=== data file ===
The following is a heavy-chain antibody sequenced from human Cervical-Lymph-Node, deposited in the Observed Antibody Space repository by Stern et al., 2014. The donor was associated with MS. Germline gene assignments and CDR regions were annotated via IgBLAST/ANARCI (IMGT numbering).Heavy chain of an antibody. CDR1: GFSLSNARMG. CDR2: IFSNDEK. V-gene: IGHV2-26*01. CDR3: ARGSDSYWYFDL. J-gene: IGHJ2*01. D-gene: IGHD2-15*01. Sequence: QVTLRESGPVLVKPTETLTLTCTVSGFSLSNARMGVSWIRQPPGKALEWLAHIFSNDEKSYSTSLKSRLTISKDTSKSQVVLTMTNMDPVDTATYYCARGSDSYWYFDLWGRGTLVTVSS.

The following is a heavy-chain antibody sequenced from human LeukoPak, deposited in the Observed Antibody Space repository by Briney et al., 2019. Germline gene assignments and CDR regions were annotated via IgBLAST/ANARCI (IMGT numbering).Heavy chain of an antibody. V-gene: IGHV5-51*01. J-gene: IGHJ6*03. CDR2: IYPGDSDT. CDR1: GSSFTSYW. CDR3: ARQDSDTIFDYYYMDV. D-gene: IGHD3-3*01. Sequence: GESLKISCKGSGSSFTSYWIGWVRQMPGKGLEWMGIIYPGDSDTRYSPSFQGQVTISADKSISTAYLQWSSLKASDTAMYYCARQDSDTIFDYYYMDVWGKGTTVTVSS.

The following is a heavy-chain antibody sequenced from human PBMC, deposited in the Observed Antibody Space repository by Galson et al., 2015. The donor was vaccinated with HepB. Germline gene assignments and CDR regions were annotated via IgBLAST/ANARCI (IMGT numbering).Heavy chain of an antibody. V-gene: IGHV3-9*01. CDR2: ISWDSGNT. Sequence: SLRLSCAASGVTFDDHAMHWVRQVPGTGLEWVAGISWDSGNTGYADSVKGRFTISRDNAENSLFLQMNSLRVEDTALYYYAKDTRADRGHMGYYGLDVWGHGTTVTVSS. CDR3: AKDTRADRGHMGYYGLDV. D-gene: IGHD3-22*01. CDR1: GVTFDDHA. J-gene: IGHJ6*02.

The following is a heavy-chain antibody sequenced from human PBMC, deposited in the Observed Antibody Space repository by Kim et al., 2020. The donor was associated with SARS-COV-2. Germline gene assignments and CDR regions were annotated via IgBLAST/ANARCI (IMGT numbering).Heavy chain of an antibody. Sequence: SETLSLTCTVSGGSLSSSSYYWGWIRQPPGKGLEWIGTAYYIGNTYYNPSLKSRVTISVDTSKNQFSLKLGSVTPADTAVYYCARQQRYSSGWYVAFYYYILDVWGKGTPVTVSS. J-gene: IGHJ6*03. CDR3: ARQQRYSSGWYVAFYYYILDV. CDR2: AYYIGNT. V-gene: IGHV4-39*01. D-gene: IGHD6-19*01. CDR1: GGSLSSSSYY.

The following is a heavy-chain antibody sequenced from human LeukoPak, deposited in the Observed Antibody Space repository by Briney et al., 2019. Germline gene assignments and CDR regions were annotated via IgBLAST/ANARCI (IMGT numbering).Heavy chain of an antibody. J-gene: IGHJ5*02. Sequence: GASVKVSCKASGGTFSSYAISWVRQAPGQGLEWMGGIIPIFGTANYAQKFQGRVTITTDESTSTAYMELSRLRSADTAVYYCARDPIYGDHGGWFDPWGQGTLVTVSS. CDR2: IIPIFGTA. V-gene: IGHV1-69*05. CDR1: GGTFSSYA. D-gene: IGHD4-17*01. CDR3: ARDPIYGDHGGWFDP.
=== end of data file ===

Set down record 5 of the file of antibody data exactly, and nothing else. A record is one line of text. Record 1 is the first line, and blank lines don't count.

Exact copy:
The following is a heavy-chain antibody sequenced from human LeukoPak, deposited in the Observed Antibody Space repository by Briney et al., 2019. Germline gene assignments and CDR regions were annotated via IgBLAST/ANARCI (IMGT numbering).Heavy chain of an antibody. J-gene: IGHJ5*02. Sequence: GASVKVSCKASGGTFSSYAISWVRQAPGQGLEWMGGIIPIFGTANYAQKFQGRVTITTDESTSTAYMELSRLRSADTAVYYCARDPIYGDHGGWFDPWGQGTLVTVSS. CDR2: IIPIFGTA. V-gene: IGHV1-69*05. CDR1: GGTFSSYA. D-gene: IGHD4-17*01. CDR3: ARDPIYGDHGGWFDP.